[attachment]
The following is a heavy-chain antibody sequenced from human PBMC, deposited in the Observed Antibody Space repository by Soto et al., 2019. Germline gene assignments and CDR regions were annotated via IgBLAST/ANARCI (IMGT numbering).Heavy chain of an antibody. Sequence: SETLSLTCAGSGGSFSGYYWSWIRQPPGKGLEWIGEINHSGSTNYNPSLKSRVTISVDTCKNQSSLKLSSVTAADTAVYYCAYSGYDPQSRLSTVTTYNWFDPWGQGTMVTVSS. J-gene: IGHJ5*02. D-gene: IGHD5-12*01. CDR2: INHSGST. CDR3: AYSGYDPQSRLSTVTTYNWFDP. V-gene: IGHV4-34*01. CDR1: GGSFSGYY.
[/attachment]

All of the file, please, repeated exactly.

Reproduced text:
The following is a heavy-chain antibody sequenced from human PBMC, deposited in the Observed Antibody Space repository by Soto et al., 2019. Germline gene assignments and CDR regions were annotated via IgBLAST/ANARCI (IMGT numbering).Heavy chain of an antibody. Sequence: SETLSLTCAGSGGSFSGYYWSWIRQPPGKGLEWIGEINHSGSTNYNPSLKSRVTISVDTCKNQSSLKLSSVTAADTAVYYCAYSGYDPQSRLSTVTTYNWFDPWGQGTMVTVSS. J-gene: IGHJ5*02. D-gene: IGHD5-12*01. CDR2: INHSGST. CDR3: AYSGYDPQSRLSTVTTYNWFDP. V-gene: IGHV4-34*01. CDR1: GGSFSGYY.